I live in Napa Valley and taste often, and smallish, non-touristy wineries are everywhere.
                  The three you've listed above are stunningly beautiful and produce beautiful wine. Do those.
                  Schramsberg is your pick for sparkling -- again, beautiful looking and beautiful wines. There really is no better sparkling winery nearby, possibly in the US, IMO. Be sure to try the J. Schram. Their Blanc de Blancs is a regular in our house.

                  1. re: maria lorraine

                    Maria, is there an option to taste J. Davies during the Schramsberg tour?

                    1. re: liuzhen

                      Last time I was there, I believe we did. You can make a special request. J. Davies is the Cabernet produced by Schramsberg.

                      1. re: maria lorraine

                        Thanks, Maria. I've heard good things about their Cab and hope to taste it next time I'm in Napa.

              2. Southern Sonoma County (in and around the town of Sonoma) is your best bet. The drive time from the Golden Gate Bridge is little more than an hour.

                The Benzinger Winery in Glen Ellen gives a very nice tour of their property that gives you a sense of how grapes are grown and wine is made. From there, it is a 15-minute drive to the town of Sonoma. After a walk around the town square, you could have a nice lunch at the Girl & the Fig or several other of the nice restaurants in town.


                9 Replies
                1. re: DavidT

                  And only 2 minutes from the winery to The Fig in Glen Ellen.

                  or about 10 minutes to El Molino Central for excellent Mexican food.

                  1. re: DavidT

                    Why is Southern Sonoma County the best bet? I like Southern Sonoma County, but I wasn't aware of any great white wine producers in that area.

                    1. re: goldangl95

                      I suggested Southern Sonoma County because it is the nearest to San Francisco and easiest for a day trip from & back to San Francisco. The opening poster stated she was looking for "a very short trip" to the wine country. There are plenty of excellent restaurants in & around the town of Sonoma. I think Benzinger is a good winery to visit for someone who has never been to a winery before, as it combines both a vineyard tour with wine tasting.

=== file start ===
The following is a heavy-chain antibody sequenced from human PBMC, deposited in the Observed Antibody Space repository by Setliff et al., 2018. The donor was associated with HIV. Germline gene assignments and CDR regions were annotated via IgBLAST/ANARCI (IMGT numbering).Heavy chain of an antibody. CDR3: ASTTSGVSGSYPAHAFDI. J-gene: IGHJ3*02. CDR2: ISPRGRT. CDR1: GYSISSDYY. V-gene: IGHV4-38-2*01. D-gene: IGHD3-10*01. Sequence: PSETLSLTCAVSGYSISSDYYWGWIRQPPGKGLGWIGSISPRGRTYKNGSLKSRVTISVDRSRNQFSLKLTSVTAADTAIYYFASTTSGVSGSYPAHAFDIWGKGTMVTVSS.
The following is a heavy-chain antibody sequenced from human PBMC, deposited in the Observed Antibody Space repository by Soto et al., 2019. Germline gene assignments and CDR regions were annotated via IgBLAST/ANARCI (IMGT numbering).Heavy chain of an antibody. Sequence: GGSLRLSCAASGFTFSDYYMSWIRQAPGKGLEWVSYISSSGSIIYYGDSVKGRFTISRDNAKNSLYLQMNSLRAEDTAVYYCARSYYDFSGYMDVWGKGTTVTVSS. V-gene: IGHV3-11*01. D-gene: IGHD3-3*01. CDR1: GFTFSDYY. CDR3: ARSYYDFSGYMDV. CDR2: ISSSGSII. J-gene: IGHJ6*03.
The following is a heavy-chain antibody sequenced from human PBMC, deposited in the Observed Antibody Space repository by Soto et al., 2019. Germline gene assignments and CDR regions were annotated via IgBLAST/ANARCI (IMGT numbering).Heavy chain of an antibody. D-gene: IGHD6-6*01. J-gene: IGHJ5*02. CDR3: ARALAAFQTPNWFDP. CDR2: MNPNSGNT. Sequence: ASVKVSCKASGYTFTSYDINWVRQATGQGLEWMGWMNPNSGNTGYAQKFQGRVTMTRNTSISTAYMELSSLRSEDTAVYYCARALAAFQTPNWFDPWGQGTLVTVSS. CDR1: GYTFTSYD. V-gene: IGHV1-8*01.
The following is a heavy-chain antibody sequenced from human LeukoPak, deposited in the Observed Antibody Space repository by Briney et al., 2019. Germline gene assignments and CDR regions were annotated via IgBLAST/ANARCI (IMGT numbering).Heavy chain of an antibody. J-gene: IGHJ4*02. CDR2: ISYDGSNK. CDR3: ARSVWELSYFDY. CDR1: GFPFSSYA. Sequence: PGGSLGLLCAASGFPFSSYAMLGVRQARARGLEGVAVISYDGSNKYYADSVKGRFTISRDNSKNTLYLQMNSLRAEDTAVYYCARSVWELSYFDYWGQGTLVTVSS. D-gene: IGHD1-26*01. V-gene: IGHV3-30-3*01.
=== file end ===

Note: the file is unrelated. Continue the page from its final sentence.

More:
Plus, I think the town of Sonoma is one of the more charming wine country towns.

                      1. re: Cafferacer

                        Saying Russian River Valley is a good place to go to get a good mix of white and red wines is not bad advice. Certainly, rather uncontroversial.

                        As to my opinions on Sonoma, I will stick to my opinion that for Sonoma, East of the 101, (Alexander Valley + Southern Sonoma County + Sonoma Carneros), there just aren't many tasting rooms in that area that focus and take pride on their white wines.

                        There are of course exceptions Robert Young, as I mentioned, in Alexander Valley is one. Hanzell, if you want to get pretty pricey,in Southern Sonoma is another. As others stated you always miss some exceptional producers with a generalization, but I think percentages are helpful in these cases if you are an out of town visitor.

                        The last time I was in this area, a producer actually mentioned that they were cutting out their whites. Another producer in that area poured a white and then said "this is a palette cleanser before we get to the good stuff."

                        This is of course anecdotal. I tried to do some further research (totally unscientific of course) on this and can confirm that from whatever data I can gather for the last few vintages (say 2007 later) only about 8% of the wines served in tasting rooms in Alexander Valley are whites.

                        Sonoma Valley - Carneros is harder to parse (as many source grapes from there but don't seem to have accessible tasting rooms in the area - for example Barnett or DuMol or Aubert). There are definitely big producers in this area that have decent white wines (Gloria Ferrer, Benziger, Schug). These are not the wineries I like to taste at, and perhaps this is why I have it set in my head that there aren't a lot of great white wine producers in Southern Sonoma.